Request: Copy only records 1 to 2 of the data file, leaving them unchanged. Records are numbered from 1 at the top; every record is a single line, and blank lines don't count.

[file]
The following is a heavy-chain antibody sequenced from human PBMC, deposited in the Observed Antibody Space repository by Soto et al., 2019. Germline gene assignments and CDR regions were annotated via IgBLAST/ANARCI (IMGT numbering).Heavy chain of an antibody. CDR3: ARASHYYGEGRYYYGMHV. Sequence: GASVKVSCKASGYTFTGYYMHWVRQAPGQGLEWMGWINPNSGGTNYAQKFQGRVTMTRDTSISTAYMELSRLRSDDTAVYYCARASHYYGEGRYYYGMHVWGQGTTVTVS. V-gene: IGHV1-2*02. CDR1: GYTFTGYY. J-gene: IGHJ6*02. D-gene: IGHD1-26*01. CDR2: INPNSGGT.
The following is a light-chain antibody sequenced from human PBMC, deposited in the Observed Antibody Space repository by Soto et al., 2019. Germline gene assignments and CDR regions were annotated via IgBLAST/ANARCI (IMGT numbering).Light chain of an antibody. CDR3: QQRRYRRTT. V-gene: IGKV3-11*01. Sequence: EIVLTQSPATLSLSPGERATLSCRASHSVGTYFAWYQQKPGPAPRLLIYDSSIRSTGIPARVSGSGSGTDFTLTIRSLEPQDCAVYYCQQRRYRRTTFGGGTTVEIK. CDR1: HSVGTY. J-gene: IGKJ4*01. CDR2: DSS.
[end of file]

The following is a heavy-chain antibody sequenced from human PBMC, deposited in the Observed Antibody Space repository by Soto et al., 2019. Germline gene assignments and CDR regions were annotated via IgBLAST/ANARCI (IMGT numbering).Heavy chain of an antibody. CDR3: ARASHYYGEGRYYYGMHV. Sequence: GASVKVSCKASGYTFTGYYMHWVRQAPGQGLEWMGWINPNSGGTNYAQKFQGRVTMTRDTSISTAYMELSRLRSDDTAVYYCARASHYYGEGRYYYGMHVWGQGTTVTVS. V-gene: IGHV1-2*02. CDR1: GYTFTGYY. J-gene: IGHJ6*02. D-gene: IGHD1-26*01. CDR2: INPNSGGT.
The following is a light-chain antibody sequenced from human PBMC, deposited in the Observed Antibody Space repository by Soto et al., 2019. Germline gene assignments and CDR regions were annotated via IgBLAST/ANARCI (IMGT numbering).Light chain of an antibody. CDR3: QQRRYRRTT. V-gene: IGKV3-11*01. Sequence: EIVLTQSPATLSLSPGERATLSCRASHSVGTYFAWYQQKPGPAPRLLIYDSSIRSTGIPARVSGSGSGTDFTLTIRSLEPQDCAVYYCQQRRYRRTTFGGGTTVEIK. CDR1: HSVGTY. J-gene: IGKJ4*01. CDR2: DSS.